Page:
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Forced abandonment occurs when a child, young person, woman or man is left behind abroad against his or her will, while the rest of the family returns to the Netherlands. This is organised at the initiative of the spouse, parent(s) or family and causes an involuntary break with the social environment in the Netherlands. A return is often made more difficult by the removal of travel or residence documents. Abroad, the victim is often in a dependent and/or isolated position.

Anyone can be left behind, but it mostly involves young people aged between 11 and 20 and women between 20 and 35 years old, sometimes with their children. Among young people, motives are often linked to dissatisfaction with westernisation or the prevention of misbehaviour (e.g. LGBTI). For women, marital problems or harm to the family honour often play a role. It occurs in many countries. Although this problem is present throughout the year, the holiday period is particularly high risk. In the Netherlands, young people are left behind abroad each year under the pretext of a holiday or family visit.

Are you affected by (fear of) forced abandonment?
This is what you can do!

Before departure

It is difficult to know for sure in advance that you will be left behind, often the signs aren’t clear. Yet you may suspect that something isn’t right. For example, when a trip is planned unexpectedly and the family doesn’t reveal much about what their plans are. Don’t hesitate and take action now. Once abroad, returning will be more difficult.

Contact Safe Home

Safe Home is for everyone who is directly or indirectly affected by domestic violence and child abuse and has experts in the field of honour-related violence.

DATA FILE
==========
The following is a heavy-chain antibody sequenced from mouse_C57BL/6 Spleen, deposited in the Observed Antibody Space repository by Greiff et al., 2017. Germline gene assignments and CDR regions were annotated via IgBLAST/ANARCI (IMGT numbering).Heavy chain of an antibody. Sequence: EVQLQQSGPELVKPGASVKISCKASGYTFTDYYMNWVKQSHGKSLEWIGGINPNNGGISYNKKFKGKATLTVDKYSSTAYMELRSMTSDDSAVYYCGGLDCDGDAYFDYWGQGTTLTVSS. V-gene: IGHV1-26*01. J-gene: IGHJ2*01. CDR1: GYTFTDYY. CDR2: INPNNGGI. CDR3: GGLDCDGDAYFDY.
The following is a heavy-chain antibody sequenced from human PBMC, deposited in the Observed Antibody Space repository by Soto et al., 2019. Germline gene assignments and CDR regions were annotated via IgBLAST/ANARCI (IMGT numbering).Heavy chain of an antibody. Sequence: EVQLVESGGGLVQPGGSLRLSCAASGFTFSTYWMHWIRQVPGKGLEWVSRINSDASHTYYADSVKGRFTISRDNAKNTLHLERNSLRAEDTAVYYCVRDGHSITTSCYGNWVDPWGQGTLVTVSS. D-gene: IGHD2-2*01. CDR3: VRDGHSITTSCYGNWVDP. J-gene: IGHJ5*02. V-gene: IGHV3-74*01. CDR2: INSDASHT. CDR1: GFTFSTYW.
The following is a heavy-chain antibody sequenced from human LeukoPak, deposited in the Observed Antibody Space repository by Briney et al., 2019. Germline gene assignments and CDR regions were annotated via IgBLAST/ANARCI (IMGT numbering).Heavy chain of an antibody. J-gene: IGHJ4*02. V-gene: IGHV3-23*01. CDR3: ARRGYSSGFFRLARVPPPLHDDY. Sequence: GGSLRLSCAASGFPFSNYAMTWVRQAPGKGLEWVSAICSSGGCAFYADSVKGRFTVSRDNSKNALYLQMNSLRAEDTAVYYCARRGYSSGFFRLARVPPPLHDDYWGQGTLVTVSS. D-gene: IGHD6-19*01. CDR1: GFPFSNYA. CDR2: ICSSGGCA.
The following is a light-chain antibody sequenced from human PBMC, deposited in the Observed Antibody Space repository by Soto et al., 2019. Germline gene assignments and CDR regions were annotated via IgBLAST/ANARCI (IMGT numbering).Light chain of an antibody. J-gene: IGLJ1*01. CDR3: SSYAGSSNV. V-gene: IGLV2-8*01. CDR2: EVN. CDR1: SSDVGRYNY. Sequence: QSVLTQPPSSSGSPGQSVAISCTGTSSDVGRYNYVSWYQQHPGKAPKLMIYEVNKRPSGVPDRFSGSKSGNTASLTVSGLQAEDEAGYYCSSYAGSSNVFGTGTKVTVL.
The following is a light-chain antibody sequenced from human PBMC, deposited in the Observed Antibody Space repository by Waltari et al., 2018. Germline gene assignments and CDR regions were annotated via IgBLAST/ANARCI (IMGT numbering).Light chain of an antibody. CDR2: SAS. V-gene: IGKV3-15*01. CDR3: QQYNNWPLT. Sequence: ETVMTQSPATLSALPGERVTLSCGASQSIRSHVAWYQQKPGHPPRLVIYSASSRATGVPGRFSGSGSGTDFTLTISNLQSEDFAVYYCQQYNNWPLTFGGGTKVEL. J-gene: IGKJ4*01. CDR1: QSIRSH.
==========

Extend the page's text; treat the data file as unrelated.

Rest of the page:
You can call for advice and support. This can either be for yourself or for someone else. You’ll speak to an employee who will listen carefully to what you have to say. This employee answers questions and gives advice. The employee will check with you whether professional help is needed and what help is best. You can remain anonymous if you want or need to.

Sometimes, it quickly becomes clear what the problems are and what help is needed. In that case, Safe Home will organise this help. Sometimes, the problem is not clear and therefore that needs to be established first. Safe Home does this with the people concerned, as much as possible. In the case of forced abandonment, Safe Home takes a careful, step-by-step approach, in which the safety of those involved is always our main priority. Are you not sure? Call us, anonymously if you want, for advice. Nothing changes if you don’t!

Think about who you can share your concerns with

It can be very difficult to confide in someone because you want as few people as possible to know about it, or because you aren’t sure whether you will, in fact, be left behind. Remember that you can ask for anonymous advice from Safe Home, at any time. You can decide for yourself whether or not to act on that advice. If you’re under 18, you can also talk to someone at your school or call the Children’s Helpline (0800 0432).

You can of course also talk to someone closer to you. Perhaps you can reach out to someone you trust, for example a teacher or carer at school, a neighbour or a friend. Often, there are more people willing to help you than you think. You can talk to this person and ask if he or she will come along with you to your General Practitioner, for example.

For advice, reporting and/or referral to a shelter and/or other help, you can also call the Netherlands Bureau for Protection against Forced Marriages and Abandonment (LKHA): +31 (0)70 345 43 19. You can call the LKHA or contact them via anonymous chat, even when you’re abroad.